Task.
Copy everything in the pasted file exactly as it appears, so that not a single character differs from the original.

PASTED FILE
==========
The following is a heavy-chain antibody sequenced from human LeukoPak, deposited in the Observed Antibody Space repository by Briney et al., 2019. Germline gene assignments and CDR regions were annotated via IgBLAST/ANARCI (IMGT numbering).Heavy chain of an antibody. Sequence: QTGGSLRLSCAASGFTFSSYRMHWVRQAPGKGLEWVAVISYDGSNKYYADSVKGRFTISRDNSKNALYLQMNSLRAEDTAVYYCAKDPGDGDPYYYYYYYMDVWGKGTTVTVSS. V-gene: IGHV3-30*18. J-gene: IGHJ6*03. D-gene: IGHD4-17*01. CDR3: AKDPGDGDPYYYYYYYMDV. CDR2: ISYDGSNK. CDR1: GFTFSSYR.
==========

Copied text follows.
The following is a heavy-chain antibody sequenced from human LeukoPak, deposited in the Observed Antibody Space repository by Briney et al., 2019. Germline gene assignments and CDR regions were annotated via IgBLAST/ANARCI (IMGT numbering).Heavy chain of an antibody. Sequence: QTGGSLRLSCAASGFTFSSYRMHWVRQAPGKGLEWVAVISYDGSNKYYADSVKGRFTISRDNSKNALYLQMNSLRAEDTAVYYCAKDPGDGDPYYYYYYYMDVWGKGTTVTVSS. V-gene: IGHV3-30*18. J-gene: IGHJ6*03. D-gene: IGHD4-17*01. CDR3: AKDPGDGDPYYYYYYYMDV. CDR2: ISYDGSNK. CDR1: GFTFSSYR.